It is a tried-and-tested failsafe investment formula every property investor will tell you: buy low, renovate, re-value, recycle your equity and do it over again. Renovation is the part of the equation that gets many Kiwi investors excited. Because, you know… what is it that the Mitre10 kid said? DIY, it is in our DNA?
Before you bust out the sledgehammer and crank up Bon Jovi on the radio, take some time out to think through your renovation plan. It is easy to slap on a coat of paint but renovating to add value is a lot more intellectual than you might think. Remember, you are renovating for the purpose of maximising your equity and the level of profit realised is often determined during the decision making stage before any work has began.
What Renovation Can Do For You?
Renovation, when done correctly, can increase your equity by giving you capital growth in the short term. This is particularly helpful if you have other properties that are struggling with their performance (i.e. negative cash-flow) or if the market, as well as your portfolio as a whole, has plateaued. In the long term, you are minimising the ongoing maintenance costs of the property.
How Much Do You Need To Spend?
Hard to say. The level of impact a renovation job can have on your property is dependent on the property itself. Sometimes a simple lick of paint and some new carpets can straight away increase the rentability of a property and increase your cash-flow return. Other times you are not likely to see much difference in return until you completely gut and refurbish the property.
First things first, shut off your emotions. Renovating a rental property is differently from renovating a home. The latter is often an exercise driven by emotion and dreams while the former is pure maths: whatever you put in must give you a positive return. When we are guided by emotions, we can easily lead ourselves into thinking that the more money we spend on the job, the more profit we will make. Renovation for a profit is a fine art. You are constantly treading a line between overcapitalising and undercapitalising. Overcapitalising on a renovation project is as bad as… lets just say you might as well go out onto the street and throw your cash down the drain; undercapitalising will rob you of the opportunity to have a property that performs at its maximum attracting good tenants and a steady stream of passive income.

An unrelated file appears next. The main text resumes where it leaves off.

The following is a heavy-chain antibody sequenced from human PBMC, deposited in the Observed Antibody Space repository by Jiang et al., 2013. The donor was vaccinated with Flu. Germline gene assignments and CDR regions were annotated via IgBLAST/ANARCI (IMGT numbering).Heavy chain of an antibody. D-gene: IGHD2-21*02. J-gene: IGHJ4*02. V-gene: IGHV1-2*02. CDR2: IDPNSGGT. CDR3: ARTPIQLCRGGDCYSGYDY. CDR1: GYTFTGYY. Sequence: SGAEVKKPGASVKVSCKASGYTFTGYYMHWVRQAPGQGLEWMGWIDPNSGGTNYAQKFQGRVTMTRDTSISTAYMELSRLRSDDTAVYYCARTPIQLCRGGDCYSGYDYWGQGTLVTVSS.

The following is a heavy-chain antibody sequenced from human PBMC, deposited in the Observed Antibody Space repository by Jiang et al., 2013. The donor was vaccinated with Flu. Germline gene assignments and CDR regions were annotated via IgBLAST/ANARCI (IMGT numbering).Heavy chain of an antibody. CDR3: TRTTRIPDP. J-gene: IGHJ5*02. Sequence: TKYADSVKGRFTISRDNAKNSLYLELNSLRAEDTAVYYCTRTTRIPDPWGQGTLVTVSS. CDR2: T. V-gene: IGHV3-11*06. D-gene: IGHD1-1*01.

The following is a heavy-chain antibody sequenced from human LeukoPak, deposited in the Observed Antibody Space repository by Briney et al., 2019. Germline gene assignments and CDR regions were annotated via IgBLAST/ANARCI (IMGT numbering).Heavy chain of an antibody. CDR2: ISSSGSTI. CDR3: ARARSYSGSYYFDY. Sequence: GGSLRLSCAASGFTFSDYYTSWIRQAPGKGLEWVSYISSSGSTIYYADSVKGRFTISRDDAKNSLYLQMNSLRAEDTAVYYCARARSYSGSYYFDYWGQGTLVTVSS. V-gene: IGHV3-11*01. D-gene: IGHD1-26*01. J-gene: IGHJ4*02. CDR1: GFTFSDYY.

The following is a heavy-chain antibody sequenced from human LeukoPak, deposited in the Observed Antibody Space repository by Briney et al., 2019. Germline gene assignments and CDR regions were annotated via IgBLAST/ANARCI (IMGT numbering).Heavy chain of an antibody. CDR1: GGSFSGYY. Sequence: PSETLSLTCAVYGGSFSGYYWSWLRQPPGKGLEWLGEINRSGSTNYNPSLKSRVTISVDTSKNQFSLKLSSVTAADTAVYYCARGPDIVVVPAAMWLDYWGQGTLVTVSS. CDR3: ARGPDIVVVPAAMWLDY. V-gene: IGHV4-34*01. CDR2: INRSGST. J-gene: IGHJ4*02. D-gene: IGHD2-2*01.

Always consult either a renovator who specialises in rental properties or a property valuer who is an expert of the area. These people know about the true potential of a property. They can tell you at the drop of a hat how to prioritise your renovation project and which work will give you the most return on investment.
Get to know the area and the tenant demographic well. Because these are the two considerations that are most likely to define the ceiling of your renovation budget. In suburban areas that are attractive for families, make sure you have a modern kitchen and bathroom. In the city centre where renters are usually students or young professionals, make sure you have the right cables for internet and that the property is easy for your tenant to maintain.